Problem description

How does the DNA's Active Latency Detection (ALD) work?

Explanation

The Agent sends pings in groups of three. The pings are not actually ICMP ping requests, but TCP connection setup requests sent to a closed port, port 2408 by default. The expectation is that there is no listener on this socket at the remote server. This will force a connection refusal (an immediate TCP RST) for each ping, providing the DNA console with an accurate round trip measurement to each machine. Connection setup requests are used due to the higher service priority given them by a router, reducing congestion effects and resulting in the fastest possible round trip time. This translates into the most accurate latency measurement during capture. The term ping will continue to be used for convenience in this document.

We make a major request to every detected machine in the capture every second. If a filter is applied during capture, we will only send requests to nodes that are being captured, not the excluded nodes that may be sending traffic to the capture point NIC during the capture. A major request means three pings per second, which is the standard Microsoft connection request retry rate. (Each SYN/RST pair is about 120 bytes; repeated 3 times per second, ALD can generate up to 360 bytes per second per server.) The trio of pings will not be sent in parallel for the same node, but spaced apart based on Microsoft implementation of TCP/IP. If we haven't seen any traffic from a node, we decay the major ping rate to that node by a factor of 1.3, until the pinging stops completely. Pinging will resume at the normal rate once traffic is again seen from that particular node.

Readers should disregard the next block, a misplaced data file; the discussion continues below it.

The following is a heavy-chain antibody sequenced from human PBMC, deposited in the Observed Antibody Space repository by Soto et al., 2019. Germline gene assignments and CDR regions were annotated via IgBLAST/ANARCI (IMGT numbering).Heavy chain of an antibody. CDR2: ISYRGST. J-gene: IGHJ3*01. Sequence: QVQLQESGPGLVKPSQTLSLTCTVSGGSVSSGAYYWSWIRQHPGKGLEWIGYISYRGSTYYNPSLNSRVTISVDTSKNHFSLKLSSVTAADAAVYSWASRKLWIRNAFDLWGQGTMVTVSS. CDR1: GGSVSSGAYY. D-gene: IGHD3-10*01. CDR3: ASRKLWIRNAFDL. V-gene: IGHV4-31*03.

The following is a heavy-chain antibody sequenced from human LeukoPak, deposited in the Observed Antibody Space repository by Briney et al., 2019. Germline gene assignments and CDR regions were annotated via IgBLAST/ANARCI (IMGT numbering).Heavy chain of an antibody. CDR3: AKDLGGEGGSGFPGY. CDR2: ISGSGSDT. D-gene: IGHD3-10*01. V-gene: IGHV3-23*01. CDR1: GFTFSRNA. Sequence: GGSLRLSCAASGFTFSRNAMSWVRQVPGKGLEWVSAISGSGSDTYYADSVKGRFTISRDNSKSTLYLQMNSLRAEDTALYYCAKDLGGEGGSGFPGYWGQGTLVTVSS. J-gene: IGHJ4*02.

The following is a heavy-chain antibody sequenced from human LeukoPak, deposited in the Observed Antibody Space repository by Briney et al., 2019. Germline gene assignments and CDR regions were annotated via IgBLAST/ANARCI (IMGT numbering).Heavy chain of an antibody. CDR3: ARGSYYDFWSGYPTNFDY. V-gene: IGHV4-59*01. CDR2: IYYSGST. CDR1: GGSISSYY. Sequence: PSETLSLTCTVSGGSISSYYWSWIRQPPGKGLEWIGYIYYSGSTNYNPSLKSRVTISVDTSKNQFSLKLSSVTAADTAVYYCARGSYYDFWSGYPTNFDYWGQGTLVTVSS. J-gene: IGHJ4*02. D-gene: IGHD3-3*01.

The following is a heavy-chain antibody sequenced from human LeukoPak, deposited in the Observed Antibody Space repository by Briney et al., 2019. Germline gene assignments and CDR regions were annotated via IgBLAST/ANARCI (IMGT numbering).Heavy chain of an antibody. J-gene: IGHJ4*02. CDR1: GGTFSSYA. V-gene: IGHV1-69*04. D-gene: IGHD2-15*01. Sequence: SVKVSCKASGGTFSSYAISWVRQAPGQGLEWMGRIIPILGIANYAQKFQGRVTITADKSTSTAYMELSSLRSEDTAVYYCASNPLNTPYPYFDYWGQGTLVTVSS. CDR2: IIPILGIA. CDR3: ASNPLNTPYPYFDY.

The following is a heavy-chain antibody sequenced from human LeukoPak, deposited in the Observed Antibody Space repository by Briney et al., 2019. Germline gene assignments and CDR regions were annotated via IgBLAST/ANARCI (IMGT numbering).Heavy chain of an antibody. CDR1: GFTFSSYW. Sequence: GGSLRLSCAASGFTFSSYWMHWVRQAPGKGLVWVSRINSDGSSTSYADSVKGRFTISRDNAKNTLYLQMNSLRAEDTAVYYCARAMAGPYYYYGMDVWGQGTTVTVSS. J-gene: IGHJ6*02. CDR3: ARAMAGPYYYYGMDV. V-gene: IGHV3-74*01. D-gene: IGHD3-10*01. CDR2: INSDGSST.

For the request to be valid, replies to all three pings must be received. If one or more connection refusals from the trio of pings are not returned due to network configuration or errors, the entire request is discarded. In order to get reasonable results all ALD traffic (port 2408) need to be let in pass-through mode, e.g. WAN Accelerators, Proxy Servers and like. Without such, usually will cause a negative impact on ALD.
After the capture is ended, AV will automatically adjust the trace if valid ALD information is available. For each machine, bandwidth estimation is performed to determine the time attributed to insertion delay, using a model based on throughput and round trips. The latency figures obtained during capture, along with the calculated insertion delay, provide the total contribution of the network to the transaction. A test will also be performed to ensure that each node in the trace is not local to the capture point, by an examination of the TTL fields in the packets. If the TTL is not decremented, or the detected latency is equal to or less than 2 msec. from node to capture point, then ALD information obtained will be discarded and not used for adjustment.
Without ALD, the network portion of transaction delay is included in the server time of the CNS Breakdown - since we can't determine the characteristics of the network path. For local environments - where the robots are on the same campus network as the server(s), ALD may not be important. However, for remote (WAN) connections, ALD can be quite enabling.

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